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Indiana Tech dean's exit shocks backers

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It was the kind of offer that encapsulated Peter Alexander’s philosophy of legal education – he lent Fort Wayne attorney Dennis Geisleman use of his facility to practice opening and closing statements before a focus group in exchange for students being allowed to observe.

As dean of the Indiana Tech Law School, Alexander trumpeted the school’s curriculum with its heavy focus on experiential learning and bringing practitioners and real-world, hands-on training into the classroom. He made connections to Allen County lawyers and judges to have them mentor and advise the new students before the school opened.

Consequently, Alexander’s surprising resignation as dean has many in the Fort Wayne legal community questioning what happened. But attorneys said they will maintain the relationships with the school that were fostered by the former leader.

Dedication_4-15col.jpg Former Dean Peter Alexander (right) smiles as Indiana Tech President Arthur Snyder recognizes him during the law school’s 2013 dedication ceremony.  (IL file photo)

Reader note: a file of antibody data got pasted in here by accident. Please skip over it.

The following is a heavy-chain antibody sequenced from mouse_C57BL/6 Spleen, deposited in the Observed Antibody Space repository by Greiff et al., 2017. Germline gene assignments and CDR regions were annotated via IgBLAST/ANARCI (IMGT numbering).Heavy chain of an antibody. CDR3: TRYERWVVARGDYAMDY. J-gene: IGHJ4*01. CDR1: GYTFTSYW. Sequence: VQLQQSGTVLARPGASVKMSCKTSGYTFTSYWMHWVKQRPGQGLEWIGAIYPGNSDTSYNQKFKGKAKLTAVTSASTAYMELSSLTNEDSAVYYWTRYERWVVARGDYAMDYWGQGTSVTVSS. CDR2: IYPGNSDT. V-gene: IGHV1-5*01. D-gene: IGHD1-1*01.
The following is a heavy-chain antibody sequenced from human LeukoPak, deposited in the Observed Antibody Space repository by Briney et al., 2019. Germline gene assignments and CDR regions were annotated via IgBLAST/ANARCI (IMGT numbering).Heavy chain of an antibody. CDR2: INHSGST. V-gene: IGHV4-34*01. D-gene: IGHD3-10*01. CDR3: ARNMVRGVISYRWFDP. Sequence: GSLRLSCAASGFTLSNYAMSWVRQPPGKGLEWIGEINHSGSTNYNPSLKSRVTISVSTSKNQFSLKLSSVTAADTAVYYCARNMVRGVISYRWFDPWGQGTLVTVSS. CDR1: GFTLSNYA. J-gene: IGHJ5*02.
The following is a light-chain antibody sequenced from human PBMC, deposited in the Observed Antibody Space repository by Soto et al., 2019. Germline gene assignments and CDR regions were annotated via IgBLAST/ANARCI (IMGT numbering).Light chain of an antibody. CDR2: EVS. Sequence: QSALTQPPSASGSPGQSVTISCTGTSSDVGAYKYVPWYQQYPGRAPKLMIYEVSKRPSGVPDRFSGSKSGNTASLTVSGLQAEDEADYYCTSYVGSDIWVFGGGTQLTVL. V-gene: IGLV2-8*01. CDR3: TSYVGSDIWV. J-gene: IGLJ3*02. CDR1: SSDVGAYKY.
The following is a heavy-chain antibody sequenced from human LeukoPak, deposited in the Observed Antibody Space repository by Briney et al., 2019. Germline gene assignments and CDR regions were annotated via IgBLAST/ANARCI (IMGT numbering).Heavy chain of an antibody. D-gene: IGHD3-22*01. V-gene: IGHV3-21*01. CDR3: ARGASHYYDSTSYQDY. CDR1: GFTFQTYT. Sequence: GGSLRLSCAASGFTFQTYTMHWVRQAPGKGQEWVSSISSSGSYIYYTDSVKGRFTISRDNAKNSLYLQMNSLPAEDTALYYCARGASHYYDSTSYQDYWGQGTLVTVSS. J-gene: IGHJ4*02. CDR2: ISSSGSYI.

“I’m sad and disappointed by the news, but I intend to continue to support the school, and I am looking forward for the accreditation process to be completed successfully,” Allen Circuit Judge Thomas Felts said.

Indiana Tech made the announcement May 23 that Alexander had stepped down as vice president and dean of the law school May 21. The university did not reveal the reason behind Alexander’s departure, but in a statement Alexander said he has achieved the goals he established for the institution and he has a desire to pursue other employment opportunities.

Although he also resigned his tenured faculty position, Alexander will remain with the school in a consulting role. The school did not detail what his specific duties would be going forward.